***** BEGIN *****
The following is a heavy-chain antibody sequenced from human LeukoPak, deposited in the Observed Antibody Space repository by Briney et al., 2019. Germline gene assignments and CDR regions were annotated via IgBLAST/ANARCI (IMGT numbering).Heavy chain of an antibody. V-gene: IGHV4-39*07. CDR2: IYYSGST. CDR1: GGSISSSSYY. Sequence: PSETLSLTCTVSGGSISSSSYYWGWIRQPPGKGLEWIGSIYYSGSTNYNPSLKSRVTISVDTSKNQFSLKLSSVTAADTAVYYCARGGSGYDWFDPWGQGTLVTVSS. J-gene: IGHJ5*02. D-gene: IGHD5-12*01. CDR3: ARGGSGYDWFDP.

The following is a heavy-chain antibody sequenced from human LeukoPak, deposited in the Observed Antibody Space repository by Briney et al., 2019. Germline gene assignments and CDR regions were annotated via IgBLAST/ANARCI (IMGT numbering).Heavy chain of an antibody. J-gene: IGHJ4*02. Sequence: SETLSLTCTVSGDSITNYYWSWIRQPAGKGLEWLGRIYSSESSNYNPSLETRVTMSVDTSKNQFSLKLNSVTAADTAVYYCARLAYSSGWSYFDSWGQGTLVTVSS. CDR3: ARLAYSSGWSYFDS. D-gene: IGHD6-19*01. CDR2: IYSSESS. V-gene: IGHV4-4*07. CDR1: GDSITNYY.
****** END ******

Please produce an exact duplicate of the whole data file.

The following is a heavy-chain antibody sequenced from human LeukoPak, deposited in the Observed Antibody Space repository by Briney et al., 2019. Germline gene assignments and CDR regions were annotated via IgBLAST/ANARCI (IMGT numbering).Heavy chain of an antibody. V-gene: IGHV4-39*07. CDR2: IYYSGST. CDR1: GGSISSSSYY. Sequence: PSETLSLTCTVSGGSISSSSYYWGWIRQPPGKGLEWIGSIYYSGSTNYNPSLKSRVTISVDTSKNQFSLKLSSVTAADTAVYYCARGGSGYDWFDPWGQGTLVTVSS. J-gene: IGHJ5*02. D-gene: IGHD5-12*01. CDR3: ARGGSGYDWFDP.

The following is a heavy-chain antibody sequenced from human LeukoPak, deposited in the Observed Antibody Space repository by Briney et al., 2019. Germline gene assignments and CDR regions were annotated via IgBLAST/ANARCI (IMGT numbering).Heavy chain of an antibody. J-gene: IGHJ4*02. Sequence: SETLSLTCTVSGDSITNYYWSWIRQPAGKGLEWLGRIYSSESSNYNPSLETRVTMSVDTSKNQFSLKLNSVTAADTAVYYCARLAYSSGWSYFDSWGQGTLVTVSS. CDR3: ARLAYSSGWSYFDS. D-gene: IGHD6-19*01. CDR2: IYSSESS. V-gene: IGHV4-4*07. CDR1: GDSITNYY.